Camping at Carnarvon Gorge, October 2020
The main track at Carnarvon Gorge is 9.7 kilometres one way. With several sets of steps, many creek crossings and some gradual inclines, the track is classed as Grade 3/4 and is suitable for bushwalkers with some experience. Nine side tracks off the main track lead to the scenic wonders of the gorge. The walk to Boolimba Bluff begins one kilometre from the Visitor Centre.
At just 2.2 kilometres the Boolimba Bluff walk sounds easy, but don’t let the distance fool you. Most of the track goes uphill and there are 960 steps and several ladders to negotiate, which is not surprising when you are heading to the top of these sandstone cliffs.
The first set of steps is just a few metres from the start of the track. From there a wide sandy path leads on through the bush, going ever upwards to more stony staircases.
Before reaching the top of the ridge, the path climbs into Wagaroo Gorge, the widest side gorge in the park. This is the steepest part of the walk, with 300 steps and several ladders over just 300 metres. There’s no need to rush. Take your time in the remnant rainforest, protected from the heat of the day by the overhanging cliffs.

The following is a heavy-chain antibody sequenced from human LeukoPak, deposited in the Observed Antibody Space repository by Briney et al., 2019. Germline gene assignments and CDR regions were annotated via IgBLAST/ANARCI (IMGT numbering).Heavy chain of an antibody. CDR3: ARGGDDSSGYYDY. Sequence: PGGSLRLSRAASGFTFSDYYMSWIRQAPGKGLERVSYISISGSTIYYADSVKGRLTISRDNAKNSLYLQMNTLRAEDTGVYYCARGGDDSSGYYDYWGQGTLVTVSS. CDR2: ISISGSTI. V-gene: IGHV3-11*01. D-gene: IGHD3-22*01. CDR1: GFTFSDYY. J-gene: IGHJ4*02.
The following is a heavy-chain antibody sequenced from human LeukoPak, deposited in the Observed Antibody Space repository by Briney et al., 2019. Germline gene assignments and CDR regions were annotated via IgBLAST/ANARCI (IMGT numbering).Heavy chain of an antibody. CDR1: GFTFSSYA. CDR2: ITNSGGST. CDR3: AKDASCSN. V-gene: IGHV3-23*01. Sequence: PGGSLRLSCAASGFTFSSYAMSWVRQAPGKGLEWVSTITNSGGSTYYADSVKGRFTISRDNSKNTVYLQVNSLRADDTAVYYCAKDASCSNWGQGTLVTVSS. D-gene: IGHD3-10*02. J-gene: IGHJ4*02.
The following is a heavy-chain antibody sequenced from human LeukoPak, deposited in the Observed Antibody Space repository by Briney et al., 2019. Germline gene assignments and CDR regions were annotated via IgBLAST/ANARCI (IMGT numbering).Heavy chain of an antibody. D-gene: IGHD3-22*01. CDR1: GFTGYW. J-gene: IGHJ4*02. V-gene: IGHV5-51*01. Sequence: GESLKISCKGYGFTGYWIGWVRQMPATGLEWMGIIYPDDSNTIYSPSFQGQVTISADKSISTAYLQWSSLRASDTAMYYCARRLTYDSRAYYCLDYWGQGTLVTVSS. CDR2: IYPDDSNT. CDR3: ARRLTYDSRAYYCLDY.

Stop for a while to admire the beautiful formations in the sandstone, carved out by wind and water over thousands of years.
You’ve come a long way up Wagaroo Gorge – you’re nearly at the top.
Reaching the final step is cause for celebration…
until you realise there’s another 750 metres of track to walk across the top of the ridge to the lookout. At least the path is level, and there are encouraging glimpses of what’s ahead.
Finally the lookout comes into sight. There’s a bench for weary walkers, but the spectacular view means you probably won’t sit for long. The bluff faces towards the mouth of the gorge and is 200 metres above the Visitor Centre from where the walk started.
At this point the gorge is 600 metres wide. The sandstone walls of the gorge are at least 200 million years old but the darker basalt layer on top was formed by volcanic lava flows just 30 million years ago.
These divots on the bluff are almost as ancient as the sandstone below. They are actually puddles formed by slow moving water 180 million years ago, when this area was part of a flood plain. Upheaval 80 million years later forced the land upwards and erosion of the sedimentary rock revealed these prehistoric potholes.
It’s been worth the effort to walk all the way to Boolimba Bluff. Now you’ve taken in the views and caught your breath it’s time to retrace your steps. Just be careful on the way back down.
Joining Jo for Monday Walks